A medical exam room. File photo from MaxPixels.net.
The House passed a bill on Thursday to require abortion providers to bury or cremate fetal remains, despite arguments from religious groups and health clinics in the state.
State representatives passed the bill on a 60 to 35 vote along party lines.
The bill passed out of the House Civil Justice Committee the same day where members of state right-to-life groups acknowledged existing law regarding disposal of fetal remains, but said Senate Bill 27 was needed to further specify the role of abortion providers.
“Current Ohio law requires the humane disposition of fetal remains but it is vague and open to interpretation,” said Meg DeBlase, of Right to Life of Greater Cincinnati.
Opponents to the bill noted that the bill requires the burial or cremation of fetal remains from surgical abortions, but leaves out those from medication abortions, stillborns, miscarriages, and embryos from fertility clinics.
Several opponents to the bill held a press conference Thursday morning because they felt due to the pandemic it was unsafe to testify at the Ohio Statehouse. During the press conference, members of clinics who provide abortions and abortion access advocacy groups said the bill had little to do with the need for burial services, and more to do with closing abortion clinics by creating another cost for them.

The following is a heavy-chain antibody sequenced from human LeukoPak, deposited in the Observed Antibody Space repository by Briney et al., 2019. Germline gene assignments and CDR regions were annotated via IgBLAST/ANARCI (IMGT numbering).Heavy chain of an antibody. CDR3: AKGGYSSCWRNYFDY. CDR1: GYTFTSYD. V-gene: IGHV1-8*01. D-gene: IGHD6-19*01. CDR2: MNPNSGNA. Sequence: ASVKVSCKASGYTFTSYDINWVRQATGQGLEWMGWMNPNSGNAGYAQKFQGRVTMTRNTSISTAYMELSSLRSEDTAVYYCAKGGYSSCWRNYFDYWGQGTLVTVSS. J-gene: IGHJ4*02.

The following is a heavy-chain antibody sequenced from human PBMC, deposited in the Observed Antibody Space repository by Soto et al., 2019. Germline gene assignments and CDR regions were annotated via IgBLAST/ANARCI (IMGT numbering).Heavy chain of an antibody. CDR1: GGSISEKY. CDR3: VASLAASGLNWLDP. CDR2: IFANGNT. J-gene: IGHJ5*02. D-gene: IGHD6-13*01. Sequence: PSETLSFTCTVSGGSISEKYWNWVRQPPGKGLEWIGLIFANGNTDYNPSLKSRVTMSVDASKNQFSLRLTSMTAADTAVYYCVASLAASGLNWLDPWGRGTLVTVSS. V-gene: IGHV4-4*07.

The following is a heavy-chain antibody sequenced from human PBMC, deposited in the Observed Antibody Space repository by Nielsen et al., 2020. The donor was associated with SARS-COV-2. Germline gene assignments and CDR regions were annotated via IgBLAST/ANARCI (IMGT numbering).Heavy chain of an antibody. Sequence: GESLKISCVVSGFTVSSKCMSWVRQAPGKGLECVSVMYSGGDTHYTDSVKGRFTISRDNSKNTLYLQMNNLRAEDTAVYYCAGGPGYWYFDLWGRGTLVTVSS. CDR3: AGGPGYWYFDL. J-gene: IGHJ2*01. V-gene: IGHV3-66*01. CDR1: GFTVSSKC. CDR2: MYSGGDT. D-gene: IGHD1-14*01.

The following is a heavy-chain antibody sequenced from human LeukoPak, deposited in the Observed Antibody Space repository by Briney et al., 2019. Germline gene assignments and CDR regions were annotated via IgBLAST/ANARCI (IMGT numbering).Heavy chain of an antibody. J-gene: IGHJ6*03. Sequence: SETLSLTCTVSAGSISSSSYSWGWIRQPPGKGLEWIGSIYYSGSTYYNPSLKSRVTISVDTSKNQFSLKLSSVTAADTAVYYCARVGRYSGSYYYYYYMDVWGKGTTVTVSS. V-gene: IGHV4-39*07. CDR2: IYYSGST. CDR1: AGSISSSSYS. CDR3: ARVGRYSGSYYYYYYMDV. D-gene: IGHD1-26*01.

Chrisse France, of Pre-Term Cleveland, said the law “does not serve any public health interest,” and places the legislature as a faith advisor and doctor, rather than lawmaking body. According to Lauren Blauvelt-Copeland, of Planned Parenthood of Ohio, the laws already made in the state cover what Senate Bill 27 does.
“There are already laws in place that require safe medical tissue disposal and Planned Parenthood and other providers follow them,” Blauvelt-Copeland said.
On the House floor, state Rep. Erica Crawley, D-Columbus, called it “unacceptable” that the General Assembly has quickly taken up the measure while legislation regarding infant mortality and maternal mortality remain stalled in committees. Ohio stands as one of the top states in infant and maternal mortality rates.
“That leaves me to believe that we are okay with women dying during childbirth or after, and babies dying within one year of their life,” Crawley said. “I do not hear the same passion for these women and infants who are dying.”
State Rep. Candice Keller, R-Middletown, one of the authors of the the total ban on abortion in the state which is currently being fought in court, stood in support of the bill, saying the abortion “industry” should take up the cost of disposing of the fetal remains.
She also accused a Democratic legislator, state Rep. and physician, Beth Liston, D-Dublin, of “age discrimination” for arguing that fetal remains at a certain point are about the size of a grain of rice, and therefore “untenable” to dispose of in a burial or cremation.
“This industry can afford to bury these babies, and they deserve it, and their mothers deserve it,” Keller said.
The bill now moves to the governor for a signature, and with a pattern of support for anti-abortion measures, Gov. Mike DeWine is expected to support the bill.
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